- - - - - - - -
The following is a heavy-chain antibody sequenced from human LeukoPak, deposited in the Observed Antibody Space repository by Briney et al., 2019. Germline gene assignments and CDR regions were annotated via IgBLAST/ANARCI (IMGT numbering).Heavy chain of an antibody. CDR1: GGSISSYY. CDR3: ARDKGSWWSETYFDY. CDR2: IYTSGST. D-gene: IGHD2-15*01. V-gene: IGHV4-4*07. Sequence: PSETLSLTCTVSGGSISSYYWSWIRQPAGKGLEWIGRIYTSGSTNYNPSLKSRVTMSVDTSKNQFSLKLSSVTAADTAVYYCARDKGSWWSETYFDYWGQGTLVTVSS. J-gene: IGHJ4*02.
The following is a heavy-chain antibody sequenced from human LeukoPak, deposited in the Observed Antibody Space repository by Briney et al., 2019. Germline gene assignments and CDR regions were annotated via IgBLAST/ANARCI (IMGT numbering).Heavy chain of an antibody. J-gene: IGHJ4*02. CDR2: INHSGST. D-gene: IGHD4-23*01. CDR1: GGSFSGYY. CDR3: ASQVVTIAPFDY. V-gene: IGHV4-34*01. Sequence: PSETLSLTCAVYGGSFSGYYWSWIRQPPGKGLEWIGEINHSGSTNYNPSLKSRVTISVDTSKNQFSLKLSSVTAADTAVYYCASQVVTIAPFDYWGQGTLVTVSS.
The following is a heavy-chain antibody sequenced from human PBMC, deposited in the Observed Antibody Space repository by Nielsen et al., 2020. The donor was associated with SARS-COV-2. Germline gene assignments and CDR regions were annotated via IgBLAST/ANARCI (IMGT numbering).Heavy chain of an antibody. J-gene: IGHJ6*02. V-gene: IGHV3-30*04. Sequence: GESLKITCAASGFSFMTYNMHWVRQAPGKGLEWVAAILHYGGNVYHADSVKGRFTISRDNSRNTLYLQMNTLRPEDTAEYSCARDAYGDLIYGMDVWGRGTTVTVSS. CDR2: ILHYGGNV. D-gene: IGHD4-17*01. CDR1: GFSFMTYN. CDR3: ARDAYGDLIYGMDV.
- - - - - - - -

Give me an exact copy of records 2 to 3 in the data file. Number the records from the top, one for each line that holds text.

The following is a heavy-chain antibody sequenced from human LeukoPak, deposited in the Observed Antibody Space repository by Briney et al., 2019. Germline gene assignments and CDR regions were annotated via IgBLAST/ANARCI (IMGT numbering).Heavy chain of an antibody. J-gene: IGHJ4*02. CDR2: INHSGST. D-gene: IGHD4-23*01. CDR1: GGSFSGYY. CDR3: ASQVVTIAPFDY. V-gene: IGHV4-34*01. Sequence: PSETLSLTCAVYGGSFSGYYWSWIRQPPGKGLEWIGEINHSGSTNYNPSLKSRVTISVDTSKNQFSLKLSSVTAADTAVYYCASQVVTIAPFDYWGQGTLVTVSS.
The following is a heavy-chain antibody sequenced from human PBMC, deposited in the Observed Antibody Space repository by Nielsen et al., 2020. The donor was associated with SARS-COV-2. Germline gene assignments and CDR regions were annotated via IgBLAST/ANARCI (IMGT numbering).Heavy chain of an antibody. J-gene: IGHJ6*02. V-gene: IGHV3-30*04. Sequence: GESLKITCAASGFSFMTYNMHWVRQAPGKGLEWVAAILHYGGNVYHADSVKGRFTISRDNSRNTLYLQMNTLRPEDTAEYSCARDAYGDLIYGMDVWGRGTTVTVSS. CDR2: ILHYGGNV. D-gene: IGHD4-17*01. CDR1: GFSFMTYN. CDR3: ARDAYGDLIYGMDV.